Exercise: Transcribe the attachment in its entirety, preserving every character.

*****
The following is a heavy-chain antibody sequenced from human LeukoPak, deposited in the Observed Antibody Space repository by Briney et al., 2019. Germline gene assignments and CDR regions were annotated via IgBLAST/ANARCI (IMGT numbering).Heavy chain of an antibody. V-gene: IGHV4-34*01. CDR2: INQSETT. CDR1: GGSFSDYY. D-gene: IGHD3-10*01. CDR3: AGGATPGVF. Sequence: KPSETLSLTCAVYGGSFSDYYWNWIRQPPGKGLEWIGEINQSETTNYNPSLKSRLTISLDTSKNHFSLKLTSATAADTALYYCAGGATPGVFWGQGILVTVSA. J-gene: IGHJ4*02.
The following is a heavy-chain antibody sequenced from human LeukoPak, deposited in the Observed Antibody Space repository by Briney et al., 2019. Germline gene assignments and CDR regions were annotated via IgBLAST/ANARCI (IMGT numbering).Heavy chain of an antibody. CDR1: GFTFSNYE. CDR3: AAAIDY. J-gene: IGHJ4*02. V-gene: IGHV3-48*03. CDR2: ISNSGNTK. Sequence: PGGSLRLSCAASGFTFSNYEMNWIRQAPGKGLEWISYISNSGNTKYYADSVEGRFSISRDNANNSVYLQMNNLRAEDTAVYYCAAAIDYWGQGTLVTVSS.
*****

The following is a heavy-chain antibody sequenced from human LeukoPak, deposited in the Observed Antibody Space repository by Briney et al., 2019. Germline gene assignments and CDR regions were annotated via IgBLAST/ANARCI (IMGT numbering).Heavy chain of an antibody. V-gene: IGHV4-34*01. CDR2: INQSETT. CDR1: GGSFSDYY. D-gene: IGHD3-10*01. CDR3: AGGATPGVF. Sequence: KPSETLSLTCAVYGGSFSDYYWNWIRQPPGKGLEWIGEINQSETTNYNPSLKSRLTISLDTSKNHFSLKLTSATAADTALYYCAGGATPGVFWGQGILVTVSA. J-gene: IGHJ4*02.
The following is a heavy-chain antibody sequenced from human LeukoPak, deposited in the Observed Antibody Space repository by Briney et al., 2019. Germline gene assignments and CDR regions were annotated via IgBLAST/ANARCI (IMGT numbering).Heavy chain of an antibody. CDR1: GFTFSNYE. CDR3: AAAIDY. J-gene: IGHJ4*02. V-gene: IGHV3-48*03. CDR2: ISNSGNTK. Sequence: PGGSLRLSCAASGFTFSNYEMNWIRQAPGKGLEWISYISNSGNTKYYADSVEGRFSISRDNANNSVYLQMNNLRAEDTAVYYCAAAIDYWGQGTLVTVSS.